Back for a second year at Victoria Park Glasgow, the Indian Summer Festival benefitted from a sun-filled weekend that would have been hard to predict in the days running up to the festival. The Friday and Monday in Glasgow featured some torrential rain at times but on the whole, the musical weekend was unharmed and that helped a lot in the good vibes surrounding the festival. It's a different crowd from what you would expect at T in the Park but there was no reduction in the sense of fun.

Another thumbs up for the festival was that it was home to many faces of the Glasgow indie-scene. Not including the ones who were performing over the weekend, the site saw members of Franz Ferdinand, Sons and Daughters, Malcolm Midleton, Strike The Colours, Bricolage, Mother and the Addicts and plenty more all enjoying themselves and if high level musicians are choosing the festival to be the place to be for the Glasgow Fair Weekend, then who are we to argue? If that wasn't enough, a member of local TV show River City looking kinda trashed, thoroughly enjoying herself in an outfit that would raise some eyebrows on TV should surely convince any non-believers of the great pull of this weekend. Before this overview turns into the Razz column (the gossip column in the local tabloid rag), let's get back to the music and there were plenty of great moments.

From Emma Pollock's opening set (evoking memories of the Delgados opening Glasgows Gig on the Green in 2000) to the Flaming Lips shining lazerbeams out of Victoria Park and hopefully scaring unsuspecting passers-by, it was a festival with a difference that more than deserves to be around for a few years. The Main Stage built up to their headliners well on both days and the consistency of the acts is something that far outstrips T. The names may not be as well known but Indian Summers Main Stagers all had a good pedigree and a reasonable case to be on a Main Stage, something which other festivals which chase the commercial market may not realise. It also allowed acts like I'm From Barcelona to reach more people than they normally would and their lilo-surfing antics was definitely one of the main topics of conversation on the Sunday evening.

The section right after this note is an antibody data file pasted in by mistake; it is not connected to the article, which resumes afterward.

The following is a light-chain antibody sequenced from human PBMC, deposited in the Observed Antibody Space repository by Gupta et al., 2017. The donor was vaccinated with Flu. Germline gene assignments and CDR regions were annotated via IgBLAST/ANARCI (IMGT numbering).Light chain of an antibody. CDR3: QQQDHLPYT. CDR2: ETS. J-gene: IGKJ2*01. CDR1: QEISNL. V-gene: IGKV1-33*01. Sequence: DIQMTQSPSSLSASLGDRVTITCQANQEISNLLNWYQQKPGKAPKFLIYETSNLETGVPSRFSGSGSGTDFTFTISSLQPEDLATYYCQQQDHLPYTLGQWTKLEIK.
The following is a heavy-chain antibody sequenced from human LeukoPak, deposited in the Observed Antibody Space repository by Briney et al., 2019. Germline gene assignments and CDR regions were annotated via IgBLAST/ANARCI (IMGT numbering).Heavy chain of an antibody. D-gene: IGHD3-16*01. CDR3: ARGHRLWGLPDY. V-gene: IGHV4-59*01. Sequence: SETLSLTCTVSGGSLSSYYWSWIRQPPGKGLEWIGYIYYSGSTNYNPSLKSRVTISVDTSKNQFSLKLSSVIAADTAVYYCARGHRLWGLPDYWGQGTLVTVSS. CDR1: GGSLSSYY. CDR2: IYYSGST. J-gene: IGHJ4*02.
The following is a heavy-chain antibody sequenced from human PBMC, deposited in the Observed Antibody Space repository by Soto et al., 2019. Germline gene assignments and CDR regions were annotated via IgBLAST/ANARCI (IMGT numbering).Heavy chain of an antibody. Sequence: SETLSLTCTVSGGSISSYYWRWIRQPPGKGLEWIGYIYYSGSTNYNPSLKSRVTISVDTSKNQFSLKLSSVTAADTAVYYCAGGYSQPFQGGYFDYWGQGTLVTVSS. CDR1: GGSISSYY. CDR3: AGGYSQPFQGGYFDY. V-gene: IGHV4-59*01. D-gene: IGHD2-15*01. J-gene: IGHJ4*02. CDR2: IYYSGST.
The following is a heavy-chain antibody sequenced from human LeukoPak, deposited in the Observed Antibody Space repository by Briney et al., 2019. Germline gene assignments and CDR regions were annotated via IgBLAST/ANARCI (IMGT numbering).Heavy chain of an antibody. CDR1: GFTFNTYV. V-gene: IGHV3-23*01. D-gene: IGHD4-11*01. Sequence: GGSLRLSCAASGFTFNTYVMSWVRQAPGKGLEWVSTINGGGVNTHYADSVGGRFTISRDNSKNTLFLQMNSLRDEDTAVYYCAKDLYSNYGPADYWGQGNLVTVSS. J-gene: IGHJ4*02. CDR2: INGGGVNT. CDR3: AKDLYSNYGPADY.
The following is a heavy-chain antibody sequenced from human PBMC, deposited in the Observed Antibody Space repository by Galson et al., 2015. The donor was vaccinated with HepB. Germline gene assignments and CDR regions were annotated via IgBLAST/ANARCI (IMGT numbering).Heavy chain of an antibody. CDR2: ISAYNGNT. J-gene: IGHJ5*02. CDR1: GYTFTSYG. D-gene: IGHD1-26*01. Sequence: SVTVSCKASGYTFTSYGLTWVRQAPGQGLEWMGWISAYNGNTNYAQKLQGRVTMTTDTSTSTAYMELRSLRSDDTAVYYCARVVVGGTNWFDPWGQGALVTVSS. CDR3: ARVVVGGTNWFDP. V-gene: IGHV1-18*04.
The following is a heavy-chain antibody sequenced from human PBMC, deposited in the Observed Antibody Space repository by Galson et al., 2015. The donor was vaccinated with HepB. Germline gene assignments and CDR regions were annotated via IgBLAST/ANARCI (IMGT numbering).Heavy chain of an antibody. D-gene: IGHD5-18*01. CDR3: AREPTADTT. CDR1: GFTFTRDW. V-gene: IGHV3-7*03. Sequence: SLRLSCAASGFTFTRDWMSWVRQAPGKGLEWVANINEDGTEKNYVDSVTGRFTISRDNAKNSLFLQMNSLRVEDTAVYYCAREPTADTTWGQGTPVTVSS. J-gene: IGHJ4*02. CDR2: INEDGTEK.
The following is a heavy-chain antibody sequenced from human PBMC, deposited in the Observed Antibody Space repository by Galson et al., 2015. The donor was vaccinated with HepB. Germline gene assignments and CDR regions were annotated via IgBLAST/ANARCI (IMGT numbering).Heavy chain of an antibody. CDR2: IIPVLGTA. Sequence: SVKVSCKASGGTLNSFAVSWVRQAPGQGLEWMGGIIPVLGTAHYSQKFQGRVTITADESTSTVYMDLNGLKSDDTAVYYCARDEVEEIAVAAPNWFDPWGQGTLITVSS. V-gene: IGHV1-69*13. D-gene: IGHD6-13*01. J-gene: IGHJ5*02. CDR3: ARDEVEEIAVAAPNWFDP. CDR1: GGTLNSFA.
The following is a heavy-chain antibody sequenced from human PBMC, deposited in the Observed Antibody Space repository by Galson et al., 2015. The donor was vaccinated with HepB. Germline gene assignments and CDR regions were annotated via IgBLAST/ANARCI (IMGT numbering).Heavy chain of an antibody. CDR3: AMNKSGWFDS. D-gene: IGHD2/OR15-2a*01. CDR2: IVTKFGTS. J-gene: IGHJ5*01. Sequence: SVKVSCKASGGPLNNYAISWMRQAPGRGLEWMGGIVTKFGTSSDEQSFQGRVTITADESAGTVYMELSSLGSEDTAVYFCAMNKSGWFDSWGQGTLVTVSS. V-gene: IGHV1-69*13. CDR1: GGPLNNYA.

The BBC6 Music Hub Stage perhaps slightly suffered from the Main Stage sound seeping into it but again, there were many joys to be had throughout the days and offered respite from the brief rain that occurred. With the Optimo Tent contuing its victorius reign from last year's performance, the sense of the famous club night carried over to the festival and you could sense there was many people revisiting their own clubbing past whilst they were partaking in what was on offer. Perhaps there was some element of the festival being of great benefit to those who have maybe moved on a bit but there was plenty of participation from all age groups to suggest that the festival is open to all, its certainly priced competitively, clocking in at around half what a weekend at T costs. Of course, T does offer more stages and a bigger level of headliners but its all relevant and for cost value, Indian Summer stands up well to its rivals.

And everything else that was available was just like a festival but just a bit different. The food was of a higher quality and variety, there was a place to drink properly and there was even a Beanscene tent to catch a few local performers and partake in a decent coffee, at T you would be accosted for having the temerity for having a beverage that wasnt at least 4.0% alcohol!

And if one of your things at a festival is the showground and fair elements that appear nowadays, there was a treat in store at the end of the festival. Exiting the park on the Sunday night and seeing the kids swing park being over-ran by a huge group of people who really should know better, it's clear that the weekend had a great impact on the revellers and provides a great alternative to what else is available.

Next year T in the Park will celebrate its 15th year and it should receive many plaudits for that, but for those who went to the early T's, that's a lot of time and that festival has changed so much and perhaps doesn't fit their needs and wants anymore. Indian Summer provides all the fun and frolics a music festival should provide but throws in local amenities, familiar pubs and the opportunity to hit the clubs or your bed straight after, so let's hope that Indian Summer has many more summers left in it as well.